QK AGENT ROUND: 5. Ticket to Ride, YA Contemporary

Entry Nickname: Ticket to Ride
Word count: 78K
Genre: YA contemporary
Seventeen-year-old Jack wants to escape his narrow-minded Appalachian hometown more than anything. His family’s welfare checks pay for little more than food on the table, his mom’s pastor won’t stop lecturing him about the sinfulness of lust, and the rumors about his sexuality floating around school make him feel unsafe at every turn. The only thing worth looking forward to is the full-ride scholarship with his name on it—his one-way ticket to a better life.
But his plans hadn’t involved falling for Casey, the boy from the trailer park down the road who understands him in ways no one else in their town can. With the countdown to college ticking away, there’s only a limited amount of time to make the most out of their relationship. And unfortunately for Jack, using his scholarship means leaving Casey behind.
Then, right before college starts, his mother tries to commit suicide, blaming her attempt on her son’s sexual orientation. Overwhelmed with guilt, Jack finds his mental state heading in the same direction as his mom’s. It doesn’t help that he hasn’t slept since she kicked him out of her room at the psychiatric clinic, or that Casey hasn’t returned any of his calls since the incident. Now, Jack must learn to balance the life he’s been dealt and the life he wants before he can patch up the situation with his mom and win back the guy he loves.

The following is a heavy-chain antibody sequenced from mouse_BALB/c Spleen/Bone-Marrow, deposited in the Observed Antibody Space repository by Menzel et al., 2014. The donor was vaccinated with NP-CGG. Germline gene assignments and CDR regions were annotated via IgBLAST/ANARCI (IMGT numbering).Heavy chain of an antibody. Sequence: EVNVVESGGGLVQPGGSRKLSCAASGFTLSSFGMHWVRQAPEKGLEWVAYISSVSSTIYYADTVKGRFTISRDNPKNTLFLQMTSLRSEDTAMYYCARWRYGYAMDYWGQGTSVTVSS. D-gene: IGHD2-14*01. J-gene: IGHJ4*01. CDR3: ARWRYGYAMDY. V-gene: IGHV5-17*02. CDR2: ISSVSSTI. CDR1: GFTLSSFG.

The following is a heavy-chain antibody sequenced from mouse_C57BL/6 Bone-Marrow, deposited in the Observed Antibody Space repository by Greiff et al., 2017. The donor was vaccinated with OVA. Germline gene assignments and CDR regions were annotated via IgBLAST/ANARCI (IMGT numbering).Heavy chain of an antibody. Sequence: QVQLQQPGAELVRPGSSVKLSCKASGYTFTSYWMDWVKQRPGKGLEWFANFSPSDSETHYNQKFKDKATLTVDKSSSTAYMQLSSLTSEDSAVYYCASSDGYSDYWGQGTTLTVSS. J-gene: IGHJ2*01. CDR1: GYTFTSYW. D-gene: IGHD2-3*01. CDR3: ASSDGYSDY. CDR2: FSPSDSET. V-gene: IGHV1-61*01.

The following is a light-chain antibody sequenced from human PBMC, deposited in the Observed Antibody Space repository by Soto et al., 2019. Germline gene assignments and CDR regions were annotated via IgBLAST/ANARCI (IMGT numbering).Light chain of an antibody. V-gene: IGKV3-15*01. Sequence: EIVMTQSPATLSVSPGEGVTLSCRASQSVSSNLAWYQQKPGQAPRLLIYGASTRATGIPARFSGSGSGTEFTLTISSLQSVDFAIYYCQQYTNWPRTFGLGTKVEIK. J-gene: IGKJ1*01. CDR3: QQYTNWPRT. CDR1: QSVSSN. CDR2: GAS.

First 250:
Jack snapped his head around the instant he saw movement out of the corner of his eye.
What was different? Had the shower curtain moved? He swiped a hand over his face to clear away the soapy water, then jerked his attention to each corner of the shower stall. Nothing, nothing, and nothing. The only thing within reach was his tiny bottle of shampoo.
Jack turned to the bar above the curtain and saw it: Nothing. No clothes hanging over it, no towel, even though they’d been there just moments before.
He rotated the lever until the water stopped flowing. Surely this couldn’t be happening. His towel must’ve fallen off the curtain rod. His clothes, too. Because there was no way someone had taken them. Right?
Jack placed a hand on the shower curtain, ready to pull it back. Then he noticed the real source of the problem: the noise level in the locker room also fell into the “nothing” category. He heard no talking, no footsteps, no lockers slamming. Had he lost track of time? Had he been so focused on his thoughts—what was he thinking about, again?—that he’d missed when the entire gym class left?
With a turn of his wrist, he peeled back the edge of the shower curtain. His gaze landed on the bare floor, the empty bench, and the vacated shower stalls. The only sound prickling his ears was his own breathing.

Everyone was gone. And they’d taken his clothes on their way out.

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